Walt Disney Studios Studio Directory
Walt developed his second major character- Oswald the Lucky Rabbit- while at Winkler. Disney and Winkler had a falling out, and Walt stepped out on his own... with his brother, old friend Ub Iwerks, and an idea for a new character. The last Oswald Disney directed was Sleigh Bells, and it released on July 23, 1928. Walt and Ub thrashed out a story with their new character, legend has it Ub drew the first Mickey Mouse cartoon- entirely on his own!- in three hectic days. Plane Crazy is said to have first been shown to limited audiences for reaction in May of 1928.
Just as Walt and Ub were finishing up their second Mickey Mouse cartoon, a new revolution swept through Hollywood: sound. Walt recognized it for what it was, a new way to make movies. Rather than rush his two Mickey shorts out- shorts that were admittedly just like every other cartoon of the period- Walt decided that he would integrate sound into them. Steamboat Willie was the first film they added sound to, and it premiered at the Colony Theater in New York on November 18, 1928. Walt had many more hiccups along his path, but he was always at the forefront of innovation and artistic excellence.
The studio spent the next decade working on their shorts. First Mickey, then his pals, then sound cartoons in the Silly Symphonies series. Flowers And Trees from that series was the first color animated cartoon, Mickey followed the trend three years later in The Band Concert.
But Walt and his studios greatest innovation was not to release until the end of 1937. Often called "Walt's Folly" by the media of the time, Walt was convinced that feature films were the future of animated films. So he set the course of the studio to produce Snow White And The Seven Dwarfs, and nearly bankrupting the studio in the process. But Walt's gamble paid off, and the feature film was a fabulous success, and finally put the upstart Disney and his studio on the map in Hollywood.
Features soon eclipsed shorts in the productions schedule, and even the mouse that started it all was retired by 1955. Despite a temporary interruption during World War II, animated fairy tales ruled the realm at Disney. By 1962, the shorts department at the studio was shut down, with production focusing on bi-yearly features and television production. Walt's attention was elsewhere, with the opening of Disneyland in southern California. Following Walt's death in 1966, the studio was stunned, and the malaise that followed showed in their output for the next twenty years. The 1985 feature release of The Black Cauldron failed to break even.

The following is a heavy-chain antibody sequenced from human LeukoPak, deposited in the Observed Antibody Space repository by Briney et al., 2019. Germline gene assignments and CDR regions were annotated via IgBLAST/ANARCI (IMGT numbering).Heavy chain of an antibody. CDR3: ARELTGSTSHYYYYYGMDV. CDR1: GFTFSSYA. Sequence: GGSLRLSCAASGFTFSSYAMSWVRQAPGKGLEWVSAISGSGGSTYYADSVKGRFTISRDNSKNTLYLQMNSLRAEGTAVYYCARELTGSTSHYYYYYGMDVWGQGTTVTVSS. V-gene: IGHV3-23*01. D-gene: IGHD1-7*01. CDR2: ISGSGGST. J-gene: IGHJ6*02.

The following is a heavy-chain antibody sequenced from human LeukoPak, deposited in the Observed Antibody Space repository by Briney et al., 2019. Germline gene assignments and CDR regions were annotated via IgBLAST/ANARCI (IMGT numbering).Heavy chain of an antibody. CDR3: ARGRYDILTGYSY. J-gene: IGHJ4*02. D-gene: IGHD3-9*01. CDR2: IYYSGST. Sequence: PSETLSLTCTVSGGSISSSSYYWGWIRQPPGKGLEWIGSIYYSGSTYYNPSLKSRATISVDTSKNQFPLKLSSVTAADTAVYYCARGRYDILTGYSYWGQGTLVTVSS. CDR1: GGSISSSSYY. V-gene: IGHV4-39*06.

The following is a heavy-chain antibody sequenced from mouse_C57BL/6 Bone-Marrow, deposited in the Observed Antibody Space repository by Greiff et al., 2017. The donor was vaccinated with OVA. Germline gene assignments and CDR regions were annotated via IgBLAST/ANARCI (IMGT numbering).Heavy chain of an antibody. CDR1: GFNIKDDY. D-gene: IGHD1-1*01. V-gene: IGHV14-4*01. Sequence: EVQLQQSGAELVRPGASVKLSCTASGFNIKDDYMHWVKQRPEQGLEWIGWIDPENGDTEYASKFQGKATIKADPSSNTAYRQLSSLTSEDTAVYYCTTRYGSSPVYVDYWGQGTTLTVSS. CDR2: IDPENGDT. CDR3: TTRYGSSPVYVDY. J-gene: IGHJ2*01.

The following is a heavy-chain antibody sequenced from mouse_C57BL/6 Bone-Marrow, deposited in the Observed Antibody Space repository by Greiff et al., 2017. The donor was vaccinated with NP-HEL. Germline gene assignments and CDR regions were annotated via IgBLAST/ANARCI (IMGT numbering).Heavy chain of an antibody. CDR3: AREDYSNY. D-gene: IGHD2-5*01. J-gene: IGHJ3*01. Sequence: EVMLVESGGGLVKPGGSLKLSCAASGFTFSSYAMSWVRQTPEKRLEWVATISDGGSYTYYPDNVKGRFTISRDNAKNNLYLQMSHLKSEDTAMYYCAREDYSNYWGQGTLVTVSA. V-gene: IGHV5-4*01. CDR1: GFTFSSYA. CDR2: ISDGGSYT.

Disney CEO and Walt's son-in-law Ron Miller was ousted from the company, and replaced by studio wunderkind Michael Eisner. Eisner pushed a new vision, instituting a new style in Disney feature animation. Disney features soon became bombastic animated musicals, using music as well as high-quality animation to attract audiences. This coincided with the introduction of computer-aided animation techniques, the first of which was CAPS in the late 1980s. Also playing a role was Who Framed Roger Rabbit, a Disney-produced film with both live action and animated element that helped re-spark interest in Disney animation. They achieved some great successes- Beauty And The Beast became the first animated film nominated for a Best Picture Oscar, and The Lion King which became the most financially successful hand-drawn animated picture of all time.
But what goes up must come down, Eisners' rise to the top in the 1990's was followed by an equally massive dip in the 2000's. The studio just could not come to grips with the transition to computer generated films. Eisner lost the confidence of the company and Roy Disney, nephew of Walt Disney. Eisner was ultimately ousted in what was near a hostile event.
After Eisner left and things settled down, Disney was able to purchase partner PIXAR Studios in an all-stock transaction worth $7.4 billion. Steve Jobs became the largest single shareholder of Disney stock and John Lasseter became Chief Creative Officer of both Pixar and the Walt Disney Animation Studios.
On December 31, 2009, Disney acquired Marvel Entertainment, Inc. for $4.24 billion. Disney has stated that their acquisition of the company will not affect Marvel's products, neither will the nature of any Marvel characters be transformed. In August 2011, Bob Iger stated on a conference call that after the success of the Pixar and Marvel purchases, he and the Walt Disney Company are looking to "buy either new characters or businesses that are capable of creating great characters and great stories." By early February of 2012, Disney completed its acquisition of UTV Software Communications, expanding their market further into India and Asia.
Official Walt Disney Studios Studio Site
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